South Korea: Update. Responding to North Korea's proposal to hold talks, South Korea suggested the countries hold a ministerial-level dialogue next week in Seoul and called on the North to reopen communications channels.
"The government suggests ministerial-level South-North talks on June 12 in Seoul in order to resolve issues of the Kaesong Industrial Complex, the Mt. Kumgang resort and separated families….We positively view the North's acceptance today of what our government has insistently proposed," said the Unification Minister.
Comment: North Korea has not yet responded. Both Koreas will want to host the talks so as to appear to be the driver behind reunification. A dispute over venue is virtually certain, but will not be a major obstacle.
China's reaction. At today's foreign ministry press conference, the spokesperson gave the following reply to a question about China's reaction to North Korea's overture to South Korea.
"The Chinese side is pleased with and welcomes the agreement by the DPRK and the ROK to resume engagement and dialogue. The Chinese side has always supported the North and the South resolving issues between them through dialogue and consultations and improving their relations. We hope that all sides will cherish the hard-earned momentum of dialogue, actively promote an early turnaround of the situation, and work together to maintain peace and stability on the Korean Peninsula."
Turkey: Erdogan returned from Tunisia on Thursday evening after a four-day visit to North Africa. He was in a fiery mood.
When he spoke in Tunis earlier, he seemed more conciliatory. He acknowledged that police had used "excessive force" against activists and backed the intervention by Deputy Prime Minister Arinc.
He insisted, however, that the protests were being manipulated. "Among the protesters, there are extremists, some of them implicated in terrorism," he told reporters. He also defended the urban development plan for Gezi Park in Taksim Square.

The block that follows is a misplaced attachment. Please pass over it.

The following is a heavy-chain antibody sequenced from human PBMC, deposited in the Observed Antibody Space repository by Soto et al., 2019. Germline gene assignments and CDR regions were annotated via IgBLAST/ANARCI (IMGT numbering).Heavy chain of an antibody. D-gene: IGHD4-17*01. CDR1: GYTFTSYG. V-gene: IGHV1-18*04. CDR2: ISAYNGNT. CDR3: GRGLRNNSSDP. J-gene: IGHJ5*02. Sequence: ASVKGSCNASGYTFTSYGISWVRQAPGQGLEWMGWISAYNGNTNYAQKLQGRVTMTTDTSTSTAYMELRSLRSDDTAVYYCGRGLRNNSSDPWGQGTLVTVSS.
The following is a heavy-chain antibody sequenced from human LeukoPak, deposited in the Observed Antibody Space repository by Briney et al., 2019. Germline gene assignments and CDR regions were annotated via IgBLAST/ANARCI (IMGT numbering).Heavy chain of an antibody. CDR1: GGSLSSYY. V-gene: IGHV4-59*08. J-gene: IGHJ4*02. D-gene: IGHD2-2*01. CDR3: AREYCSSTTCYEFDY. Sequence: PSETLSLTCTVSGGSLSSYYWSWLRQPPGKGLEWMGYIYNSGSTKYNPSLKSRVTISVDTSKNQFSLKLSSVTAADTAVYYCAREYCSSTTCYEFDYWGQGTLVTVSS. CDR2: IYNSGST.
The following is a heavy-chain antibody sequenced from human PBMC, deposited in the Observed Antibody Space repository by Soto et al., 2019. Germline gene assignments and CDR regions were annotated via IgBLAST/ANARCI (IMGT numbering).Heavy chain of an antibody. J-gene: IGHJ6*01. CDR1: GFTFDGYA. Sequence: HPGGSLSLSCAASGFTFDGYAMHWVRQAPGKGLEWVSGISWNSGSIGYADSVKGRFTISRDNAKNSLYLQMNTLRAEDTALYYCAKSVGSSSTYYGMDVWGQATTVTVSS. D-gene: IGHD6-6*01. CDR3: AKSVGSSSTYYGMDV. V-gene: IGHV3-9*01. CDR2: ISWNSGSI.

At Istanbul airport, Erdogan spoke before thousands of his supporters. He was defiant of the protestors. "These protests that are bordering on illegality must come to an end as of now." His supporters proclaimed "God is great." They also shouted "Let us go, let us smash them… Istanbul is here, where are the looters?"
Anti-Erdogan demonstrations in Ankara and Istanbul experienced no clashes. The police have been ordered to stay away.
Comment: Erdogan said he is the prime minister of all 78 million Turks, by which he meant the majority as well as the protestors. He threatened in one statement last weekend to awaken the majority against the protestors. That seemed to be the implied message of his spirited talk at the airport.
He appears willing to use his supporters against the protestors to make his point. More clashes are likely.
Mali: Update. Ten militants were killed and two soldiers wounded in Wednesday's fighting between the Malian army and Touareg fighters near Kidal in northern Mali. The military spokesman said no Malian soldiers died. The Malian army force is about 125 miles south of Kidal, which is its next target.
End of NightWatch
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